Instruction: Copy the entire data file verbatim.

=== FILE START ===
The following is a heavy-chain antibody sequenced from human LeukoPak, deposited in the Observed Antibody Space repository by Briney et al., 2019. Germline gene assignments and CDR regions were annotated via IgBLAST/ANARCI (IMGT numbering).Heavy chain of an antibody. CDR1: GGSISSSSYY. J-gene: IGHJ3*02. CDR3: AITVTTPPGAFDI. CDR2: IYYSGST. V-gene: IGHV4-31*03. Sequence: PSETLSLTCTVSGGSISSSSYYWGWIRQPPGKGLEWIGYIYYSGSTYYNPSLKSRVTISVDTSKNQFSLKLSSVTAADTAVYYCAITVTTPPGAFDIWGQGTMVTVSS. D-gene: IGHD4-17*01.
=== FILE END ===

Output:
The following is a heavy-chain antibody sequenced from human LeukoPak, deposited in the Observed Antibody Space repository by Briney et al., 2019. Germline gene assignments and CDR regions were annotated via IgBLAST/ANARCI (IMGT numbering).Heavy chain of an antibody. CDR1: GGSISSSSYY. J-gene: IGHJ3*02. CDR3: AITVTTPPGAFDI. CDR2: IYYSGST. V-gene: IGHV4-31*03. Sequence: PSETLSLTCTVSGGSISSSSYYWGWIRQPPGKGLEWIGYIYYSGSTYYNPSLKSRVTISVDTSKNQFSLKLSSVTAADTAVYYCAITVTTPPGAFDIWGQGTMVTVSS. D-gene: IGHD4-17*01.